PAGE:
f.close
10 Likes

Very nice! Thanks for sharing

Great. Thanks a lot for the share, it will help me a lot.

Would there be a way to make it work by giving two dates to a note, so as to have a start date and an end date for notes concerning periods, and so have a column “Start date” and “End date” ?

I thought about it as well but quickly got stuck with the query syntax: the query would have to return two records for each one that it finds that has an end date.

It’s probably doable but it wasn’t hugely important for me at this point and I let it go. If I really need a time span’s end date I just enter another event (e.g. “Battle of Okinawa (end)”). It’s all about the balance between trying to create a perfect working system and, on the other hand, actually using it :slight_smile:

If at some point I need it enough I’ll try to make it work and post here.

Incrementally developing this idea as needs arise…

In case it helps anyone, and following the above example, this code splits the timeline into custom year sections with formatted headers based on start and end years, and allows multiple event icons.

It also adds a dropdown category filter at the top of the timeline. It’s then possible to display only events of a specific tag (thanks for @mr_abomination for help on replacing an existing dataview table).

// Map of tags to icons
const categories = {
  '#historic': '📅',
  '#johnson': '🔺',
  '#ussr': '🔹',
  '#nixon': '🔸',
}

// Timeline section headers (start and end years)
const sections = [
  ['0', '1900'],
  ['1900', '1930'],
  ['1930', '1940'],
  ['1940', '1950'],
  ['1950', '2025'],
]

// Dropdown filter element
const selectElement = dv.el('select')

// Return file link with icon if size is larger than threshold
const getEventLink = (e) =>
  e.file.size > 150
    ? '<span class="more-text">' + e.file.link + '</span>'
    : e.file.link

// Return tags in event as string of icons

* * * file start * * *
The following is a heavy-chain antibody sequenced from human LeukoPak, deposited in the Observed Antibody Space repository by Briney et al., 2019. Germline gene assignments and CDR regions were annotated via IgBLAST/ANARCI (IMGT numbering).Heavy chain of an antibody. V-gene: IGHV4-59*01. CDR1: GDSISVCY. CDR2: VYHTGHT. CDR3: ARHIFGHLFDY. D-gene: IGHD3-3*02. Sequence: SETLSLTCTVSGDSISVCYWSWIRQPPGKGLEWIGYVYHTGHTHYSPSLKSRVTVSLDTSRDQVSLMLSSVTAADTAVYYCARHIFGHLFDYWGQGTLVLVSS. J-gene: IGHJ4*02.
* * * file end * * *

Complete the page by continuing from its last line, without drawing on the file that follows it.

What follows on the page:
const getEventIcon = (e) => {
  let output = ''
  for (const [tag, icon] of Object.entries(categories)) {
    if (e.file.tags.includes(tag)) {
      output += icon
    }
  }
  return output
}

// Main table render loop
const renderTable = () => {
  // Remove previous tables and headers
  // (required when changing filter)
  this.container
    .querySelectorAll('.table-view-table')
    .forEach((e) => e.parentNode.remove())

  this.container.querySelectorAll('h1').forEach((e) => e.remove())

  // Loop over sections, returning header and table
  for (const section of sections) {
    // Output h1 header, skipping "0" (zero start year)
    section[0] == '0' ? null : dv.header(1, section[0])

    // Get events in section year span,
    // filtering by dropdown category unless it's 'all'
    const events = dv
      .pages('"events"')
      .where(
        (e) =>
          String(e.date) >= section[0] &&
          String(e.date) < section[1] &&
          (e.file.tags.includes(selectElement.value) ||
            selectElement.value === 'all')
      )

    // Render the table if the section contains events
    if (events.length) {
      dv.table(
        ['', 'Date', 'Event'],
        events
          .sort((e) => String(e.date))
          .map((e) => [getEventIcon(e), e.date, getEventLink(e)])
      )
    }
  }
}

// Build the select dropdown element
selectElement.appendChild(dv.el('option', 'all'))
for (const key of Object.keys(categories)) {
  const option = dv.el('option', key)
  selectElement.appendChild(option)
}

// Build the containing div for the filter
const dropdown = dv.el('div', 'Category:', { cls: 'timeline-filter' })
dropdown.appendChild(selectElement)

// Add event listener to select element
selectElement.onchange = renderTable

// Render dropdown and tables
dropdown
renderTable()